But even the most cutting-edge technology can’t help if customers have been tricked into transferring money, known as authorised push payment fraud.
There is currently no legal obligation for banks to hand back cash lost in this type of scam – unlike card fraud, where banks have to refund customers unless they’ve been careless with their card or PIN.
Gardener conned out of £10k in bank transfer scam by fraudsters impersonating HMRC
The 61-year-old, who lives near Chichester in West Sussex, was caught out by a scam back in April this year and his bank Natwest has only been able to recover £422 of the £9,690 lost.
David said: "I feel stupid, embarrassed, and let down by a system that seems to have no will to bring crooks to justice, therefore encouraging them."
He was contacted by a scammer claiming to be from HM Revenue and Customs (HMRC) who told David that his recently filed self-assessment tax return had been sent to the wrong bank account.
David re-sent the money but when no refund of the original payment had been received, alarm bells began ringing.
He immediately rang HMRC and contacted his bank.
But by that time, NatWest said it was only able to recover £422 from the fraudster's bank, which was with Barclays.
I listen to a call from a man who says he wants to transfer money to an account at another bank, despite the call handler warning him the bank’s system thinks it could be fraud.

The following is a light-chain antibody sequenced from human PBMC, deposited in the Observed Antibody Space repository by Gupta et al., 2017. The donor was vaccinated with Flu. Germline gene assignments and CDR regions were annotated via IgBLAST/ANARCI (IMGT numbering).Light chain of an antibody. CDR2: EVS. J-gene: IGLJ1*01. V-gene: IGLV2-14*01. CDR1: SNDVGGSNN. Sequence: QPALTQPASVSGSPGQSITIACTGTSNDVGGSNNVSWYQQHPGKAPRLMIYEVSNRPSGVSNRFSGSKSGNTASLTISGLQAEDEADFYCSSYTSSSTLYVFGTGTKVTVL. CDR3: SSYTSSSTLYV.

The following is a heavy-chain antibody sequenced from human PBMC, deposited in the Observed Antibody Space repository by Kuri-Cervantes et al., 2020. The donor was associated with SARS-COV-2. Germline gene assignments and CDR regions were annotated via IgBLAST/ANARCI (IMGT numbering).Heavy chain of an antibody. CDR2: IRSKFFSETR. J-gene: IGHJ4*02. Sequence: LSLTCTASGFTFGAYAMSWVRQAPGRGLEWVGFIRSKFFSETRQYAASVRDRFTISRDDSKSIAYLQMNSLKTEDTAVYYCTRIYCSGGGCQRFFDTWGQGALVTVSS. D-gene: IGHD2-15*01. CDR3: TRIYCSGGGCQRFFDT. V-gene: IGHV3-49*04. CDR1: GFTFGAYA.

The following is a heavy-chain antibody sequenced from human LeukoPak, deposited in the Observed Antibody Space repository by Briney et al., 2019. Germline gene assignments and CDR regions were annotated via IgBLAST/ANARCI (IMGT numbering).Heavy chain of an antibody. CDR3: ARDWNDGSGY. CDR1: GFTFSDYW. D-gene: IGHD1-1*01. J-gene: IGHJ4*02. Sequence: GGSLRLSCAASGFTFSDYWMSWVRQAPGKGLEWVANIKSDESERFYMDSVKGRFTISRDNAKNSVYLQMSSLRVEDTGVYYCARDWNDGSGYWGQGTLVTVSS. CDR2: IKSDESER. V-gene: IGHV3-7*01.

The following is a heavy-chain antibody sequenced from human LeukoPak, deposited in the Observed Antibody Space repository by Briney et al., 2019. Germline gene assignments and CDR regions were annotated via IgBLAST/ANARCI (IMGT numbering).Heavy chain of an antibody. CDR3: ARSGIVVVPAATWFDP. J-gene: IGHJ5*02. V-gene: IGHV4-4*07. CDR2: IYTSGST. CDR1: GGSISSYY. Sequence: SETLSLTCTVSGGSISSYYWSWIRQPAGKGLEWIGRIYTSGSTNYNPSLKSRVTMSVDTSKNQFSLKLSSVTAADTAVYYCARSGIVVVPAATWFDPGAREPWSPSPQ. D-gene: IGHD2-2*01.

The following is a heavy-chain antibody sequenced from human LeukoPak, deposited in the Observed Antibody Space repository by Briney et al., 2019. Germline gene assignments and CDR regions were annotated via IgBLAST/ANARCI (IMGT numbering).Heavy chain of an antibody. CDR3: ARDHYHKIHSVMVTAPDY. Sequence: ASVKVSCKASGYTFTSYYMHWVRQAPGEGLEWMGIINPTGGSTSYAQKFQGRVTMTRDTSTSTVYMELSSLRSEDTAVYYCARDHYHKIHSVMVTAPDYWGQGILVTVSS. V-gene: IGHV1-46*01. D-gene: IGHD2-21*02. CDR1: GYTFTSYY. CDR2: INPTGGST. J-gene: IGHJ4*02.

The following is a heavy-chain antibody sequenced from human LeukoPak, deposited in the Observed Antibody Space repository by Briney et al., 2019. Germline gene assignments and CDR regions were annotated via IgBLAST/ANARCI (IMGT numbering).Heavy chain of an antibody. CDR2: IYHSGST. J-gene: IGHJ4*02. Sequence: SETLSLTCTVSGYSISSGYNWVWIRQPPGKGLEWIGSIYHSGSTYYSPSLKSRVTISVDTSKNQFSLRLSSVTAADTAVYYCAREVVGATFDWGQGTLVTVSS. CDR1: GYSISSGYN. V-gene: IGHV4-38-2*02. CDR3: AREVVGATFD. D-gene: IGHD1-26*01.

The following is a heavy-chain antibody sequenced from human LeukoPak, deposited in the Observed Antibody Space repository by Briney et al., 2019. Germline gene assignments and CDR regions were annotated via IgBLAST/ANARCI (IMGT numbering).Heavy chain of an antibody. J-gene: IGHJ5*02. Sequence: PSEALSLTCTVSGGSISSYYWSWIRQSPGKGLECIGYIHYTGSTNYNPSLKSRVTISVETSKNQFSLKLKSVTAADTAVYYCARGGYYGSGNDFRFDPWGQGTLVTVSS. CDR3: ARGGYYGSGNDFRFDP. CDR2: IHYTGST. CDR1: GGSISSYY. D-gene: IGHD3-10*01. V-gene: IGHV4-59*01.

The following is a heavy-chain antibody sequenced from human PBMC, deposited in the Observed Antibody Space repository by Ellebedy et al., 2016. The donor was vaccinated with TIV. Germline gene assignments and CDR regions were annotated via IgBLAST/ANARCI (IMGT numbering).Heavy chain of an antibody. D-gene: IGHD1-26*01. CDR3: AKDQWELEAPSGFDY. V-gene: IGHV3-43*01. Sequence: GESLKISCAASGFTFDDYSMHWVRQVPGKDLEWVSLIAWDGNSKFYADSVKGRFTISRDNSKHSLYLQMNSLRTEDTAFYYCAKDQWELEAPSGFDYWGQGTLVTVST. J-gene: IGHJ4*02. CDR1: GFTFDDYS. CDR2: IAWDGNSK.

He insists he wants to pay – but calls back a few hours later after realising he’d been tricked by fraudsters pretending to be from HMRC.
They had threatened him with court action if he didn’t pay immediately.
Lesley can’t say if he’ll get the money back.
“As soon as we find out it’s a scam we contact the bank which received the money and get them to freeze it,” she explains. “If any of it is still in the account then we send it back to the customer but often it’s already gone.
“We can’t stop customers who want to move money even after we’ve given them warnings – it’s their money and they have a right to withdraw it.”
She says that’s why it’s so important to stop and think before making any payments – especially if you have been asked to move money following an email, text or phone call.
Paul Davis, retail fraud director at Lloyds Banking Group, said: “We're working behind the scenes every day on new ways that we can use our data, technology and expertise to develop and test cutting-edge tactics.
“However, fraudsters are also becoming increasingly sophisticated, so it’s crucial to stay one step ahead. Fighting fraud is a team effort between the banks, the police and all of us – the more we know about spotting scams, the safer we will all be."
Only this week the financial watchdog has accused banks putting customers at risk of cyber attacks due to old IT systems.
Tesco Bank, for example, was fined £16.4million earlier this year for failing to protect customers during a cyber attack.
Have you ever paid the wrong person? A change to online banking will soon stop the problem.
*Some names changed to protect identities.